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30 year old kodiak stove alaska company

Post in 'The Hearth Room - Wood Stoves and Fireplaces' started by Co3Da, Dec 8, 2008.

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  1. Co3Da

    Co3Da New Member

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    HI, all new here, I have about a 30 year old Kodiak Stove made by Alaska Co in Bloomsburg, PA close to where I am at and I was wondering if anyone is familiar with this stove, I need to replace the gasket on this stove that I believe to be leaking due to problems banking and burning to ash in a few hours with 3+ inches of coal in the stove and wood added. I got this stove off an uncle who hasnt used in in about 8 yrs and this stove is in excellent shape. It currently has a 1/2 gasket on it which I do not believe is the correct gasket however I may be wrong and that is what I am trying to find out. It is the kodiak with no window and is a double I can get a pic if any needs it or may know what I am talking about, I just tried a 5/8 and it was to big but fit rather nicley so 3/8 would be next but I want to make sure this is the style that goes on the firebox not the doors, thanks all for the help.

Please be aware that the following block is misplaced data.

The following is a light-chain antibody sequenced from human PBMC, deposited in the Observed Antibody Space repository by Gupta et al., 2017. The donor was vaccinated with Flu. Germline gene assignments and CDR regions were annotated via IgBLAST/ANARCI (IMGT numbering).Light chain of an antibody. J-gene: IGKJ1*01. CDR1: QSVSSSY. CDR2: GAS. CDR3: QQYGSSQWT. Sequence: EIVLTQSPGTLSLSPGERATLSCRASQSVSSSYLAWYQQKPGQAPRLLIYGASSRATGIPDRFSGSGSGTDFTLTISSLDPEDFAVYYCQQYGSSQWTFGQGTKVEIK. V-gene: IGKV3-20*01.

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  2. pen

    pen There are some who call me...mod. Staff Member

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    I have the double door fisher and on this stove, it does not use a gasket. The gasket was considered the metal lip found around the door. The metal lip of the door fell into a metal channel around the door opening, and that was it.